If American concerns over the economic relationship between the US and China are understandable to a certain degree, they also come with two important caveats: they are somewhat outdated, in the sense that at this point the damage from globalization to US jobs is done. “Here’s the part of the story that Trump — and other trade-skeptical politicians like Bernie Sanders — miss: The China trade shock is pretty much yesterday’s news,” writes James Pethokoukis of the conservative-leaning American Enterprise Institute in Washington.

Secondly, at least one piece of the puzzle is in fact being reversed as China gradually opens up to the world economy. Having tightly controlled it for decades, the Chinese central bank (the People’s Bank of China – PBoC) is now letting the value of the Yuan reflect the country’s financial and economic reality more accurately (though not completely). Additionally, during the wild foreign exchange swings of the last few months, the PBoC has intervened to prop its currency up, not to suppress it.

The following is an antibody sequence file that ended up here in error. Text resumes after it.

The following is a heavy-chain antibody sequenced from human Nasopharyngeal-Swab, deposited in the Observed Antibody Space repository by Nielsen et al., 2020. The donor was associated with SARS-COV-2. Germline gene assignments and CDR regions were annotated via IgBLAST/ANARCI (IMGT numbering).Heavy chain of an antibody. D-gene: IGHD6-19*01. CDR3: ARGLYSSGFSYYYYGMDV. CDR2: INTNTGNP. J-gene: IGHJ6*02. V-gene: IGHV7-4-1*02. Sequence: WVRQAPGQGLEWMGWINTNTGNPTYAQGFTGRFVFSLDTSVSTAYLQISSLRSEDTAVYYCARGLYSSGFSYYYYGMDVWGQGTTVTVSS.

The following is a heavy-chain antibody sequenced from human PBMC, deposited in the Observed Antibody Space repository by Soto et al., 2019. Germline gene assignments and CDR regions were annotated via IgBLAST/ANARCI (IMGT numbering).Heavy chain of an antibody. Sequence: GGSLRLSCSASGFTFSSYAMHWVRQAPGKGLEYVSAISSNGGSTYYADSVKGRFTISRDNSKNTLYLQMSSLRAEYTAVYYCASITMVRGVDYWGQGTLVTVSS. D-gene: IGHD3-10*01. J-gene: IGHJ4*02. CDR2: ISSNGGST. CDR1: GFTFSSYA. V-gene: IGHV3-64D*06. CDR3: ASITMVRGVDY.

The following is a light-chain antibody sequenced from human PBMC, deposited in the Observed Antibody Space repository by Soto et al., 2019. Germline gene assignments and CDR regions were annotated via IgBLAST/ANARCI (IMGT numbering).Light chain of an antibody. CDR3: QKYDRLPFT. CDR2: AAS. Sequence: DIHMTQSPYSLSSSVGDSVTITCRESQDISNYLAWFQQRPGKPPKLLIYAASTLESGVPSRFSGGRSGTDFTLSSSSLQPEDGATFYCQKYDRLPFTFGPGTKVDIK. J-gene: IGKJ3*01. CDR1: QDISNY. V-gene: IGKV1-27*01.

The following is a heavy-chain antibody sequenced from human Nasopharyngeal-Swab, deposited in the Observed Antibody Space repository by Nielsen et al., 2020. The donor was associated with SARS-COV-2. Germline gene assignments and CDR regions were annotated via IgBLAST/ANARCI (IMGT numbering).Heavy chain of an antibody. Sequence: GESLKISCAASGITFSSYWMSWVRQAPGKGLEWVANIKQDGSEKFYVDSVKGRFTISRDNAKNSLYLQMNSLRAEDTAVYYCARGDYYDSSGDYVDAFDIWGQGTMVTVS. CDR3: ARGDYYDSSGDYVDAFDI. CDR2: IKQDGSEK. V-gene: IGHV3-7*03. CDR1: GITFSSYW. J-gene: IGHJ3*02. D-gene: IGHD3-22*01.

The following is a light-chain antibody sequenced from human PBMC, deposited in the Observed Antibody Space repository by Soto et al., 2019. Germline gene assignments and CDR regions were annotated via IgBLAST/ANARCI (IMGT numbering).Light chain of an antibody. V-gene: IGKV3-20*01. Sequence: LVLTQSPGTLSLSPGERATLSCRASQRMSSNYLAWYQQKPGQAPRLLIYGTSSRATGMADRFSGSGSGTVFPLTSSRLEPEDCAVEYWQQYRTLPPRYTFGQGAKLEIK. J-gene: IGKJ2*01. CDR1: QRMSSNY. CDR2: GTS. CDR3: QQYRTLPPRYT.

The truth is that, for the time being, neither a Chinese takeover of the US economy nor the imminent collapse of the Chinese economy is a particularly likely outcome. “The Administration and most (but not all) China experts think that China will manage,” says Hufbauer. “Owing to a new burst of tried-and-true remedies – infrastructure spending, fiscal deficits, easy bank credit for established private and state-owned firms.”  

Therefore, adds Hufbauer, if Wall Street is anxious about the fluctuations of the Yuan, US officials in Washington have more immediate concerns to occupy their minds: for example the economic and political chaos that is gripping Brazil, another former BRIC superstar that has now fallen into utter disrepair.